Wednesday, May 18, 2011

Aleuts Kayaks around the Pacific Rim

Ninety miles north of San Francisco on the Pacific coast stands Fort Ross, southernmost outpost of the Russian empire in North America.  The fort was an attempt to raise crops and animals to supply the Alaskan posts with food and leather.  The Russians brought Aleut kayakers and their kayaks with them.  The kayaks were used for mail runs to Bodega Bay and San Francisco and also for some occasional hunting and foraging.  Some of the Russian presence but none of the kayak paraphernalia has survived.
On the other side of the Pacific, between Kamchatka to the north and Hokkaido to the south lie the Kuril Islands.
The Islands were mostly under Russian control prior to 1855.  Just as the Russians brought Aleuts and their kayaks with them to North America, they brought Aleut kayakers with them to the Kuril Islands.  As in America, the Aleuts in the Kuril Islands were no doubt pressed into fur hunting and general gofer work. In 1875, a treaty between Japan and Russia moved the boundary between the two countries north to Kamchatka. In 1945, the boundary moved down to Hokkkaido.  Unlike in America where nothing of the kayaks remained,  in the Kuril Islands, the Japanese managed to collect some of the Aleut kayaks and their paraphernalia.  These objects are now preserved in Japanese museums.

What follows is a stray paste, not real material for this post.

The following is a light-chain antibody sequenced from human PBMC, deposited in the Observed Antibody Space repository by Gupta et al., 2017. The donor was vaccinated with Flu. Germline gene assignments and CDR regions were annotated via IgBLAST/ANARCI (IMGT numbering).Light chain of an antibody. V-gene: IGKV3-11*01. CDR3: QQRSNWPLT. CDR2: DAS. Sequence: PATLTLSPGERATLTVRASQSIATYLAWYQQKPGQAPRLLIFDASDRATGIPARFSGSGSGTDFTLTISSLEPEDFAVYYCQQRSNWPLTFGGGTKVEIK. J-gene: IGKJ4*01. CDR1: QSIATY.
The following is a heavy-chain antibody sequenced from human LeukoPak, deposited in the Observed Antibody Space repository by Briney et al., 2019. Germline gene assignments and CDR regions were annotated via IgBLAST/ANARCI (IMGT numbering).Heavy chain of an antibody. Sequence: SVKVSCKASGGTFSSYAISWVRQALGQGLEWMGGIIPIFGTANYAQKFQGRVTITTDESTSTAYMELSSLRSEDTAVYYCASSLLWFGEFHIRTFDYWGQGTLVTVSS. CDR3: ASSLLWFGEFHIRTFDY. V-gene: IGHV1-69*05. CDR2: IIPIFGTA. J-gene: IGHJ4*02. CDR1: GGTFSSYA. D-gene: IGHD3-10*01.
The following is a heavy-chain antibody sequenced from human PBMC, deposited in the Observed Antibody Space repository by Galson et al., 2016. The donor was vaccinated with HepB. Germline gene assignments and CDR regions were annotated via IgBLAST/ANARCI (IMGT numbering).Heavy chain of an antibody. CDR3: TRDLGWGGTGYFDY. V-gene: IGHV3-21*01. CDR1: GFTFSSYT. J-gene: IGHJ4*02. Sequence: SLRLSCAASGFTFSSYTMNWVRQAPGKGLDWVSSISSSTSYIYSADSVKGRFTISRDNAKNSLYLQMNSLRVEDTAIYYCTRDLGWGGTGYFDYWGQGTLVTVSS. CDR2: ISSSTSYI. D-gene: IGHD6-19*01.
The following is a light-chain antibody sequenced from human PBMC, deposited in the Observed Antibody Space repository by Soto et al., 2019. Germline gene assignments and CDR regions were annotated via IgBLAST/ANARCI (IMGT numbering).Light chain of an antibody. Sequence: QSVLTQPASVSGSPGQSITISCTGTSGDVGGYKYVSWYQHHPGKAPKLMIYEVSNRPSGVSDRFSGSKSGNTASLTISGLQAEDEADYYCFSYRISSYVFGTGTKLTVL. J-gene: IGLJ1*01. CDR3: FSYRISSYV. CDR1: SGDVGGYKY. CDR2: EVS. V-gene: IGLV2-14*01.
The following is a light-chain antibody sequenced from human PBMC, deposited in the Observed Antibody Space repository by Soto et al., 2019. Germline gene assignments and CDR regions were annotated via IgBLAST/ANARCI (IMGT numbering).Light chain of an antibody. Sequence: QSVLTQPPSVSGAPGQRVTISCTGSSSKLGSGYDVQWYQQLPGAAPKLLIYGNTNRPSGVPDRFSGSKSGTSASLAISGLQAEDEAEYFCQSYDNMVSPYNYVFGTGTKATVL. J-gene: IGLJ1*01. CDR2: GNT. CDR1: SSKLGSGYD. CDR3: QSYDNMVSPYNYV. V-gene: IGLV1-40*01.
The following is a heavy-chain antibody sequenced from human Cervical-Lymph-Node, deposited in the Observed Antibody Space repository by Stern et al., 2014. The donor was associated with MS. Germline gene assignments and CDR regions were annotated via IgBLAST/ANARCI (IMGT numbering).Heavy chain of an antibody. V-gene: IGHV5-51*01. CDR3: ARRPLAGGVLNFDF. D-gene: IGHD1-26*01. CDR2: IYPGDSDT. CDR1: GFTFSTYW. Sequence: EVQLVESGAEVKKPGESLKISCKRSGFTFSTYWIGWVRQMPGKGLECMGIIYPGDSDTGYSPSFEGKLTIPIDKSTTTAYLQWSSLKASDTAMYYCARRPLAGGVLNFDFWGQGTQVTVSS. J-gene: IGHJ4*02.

And in closing, a picture of a three hole kayak by a Japanese Artist.

1 comment:

Christian said...

Funny that you mention Fort Ross! I was just there this last Sunday and spent quite a bit of time admiring the baidarkas they have on display in the visitor's center. I was surprised by the replica they have hanging on the wall in the theater room, it looks like a twin of mine, except it has the more traditional nose, and the coaming is attached to the gunwales, likely because it has a shorter beam.

I've finally got a bit of time to myself tomorrow so I'm going to see if I can't carve out my own paddle finally. Either way, I'll be returning your orange one pretty soon.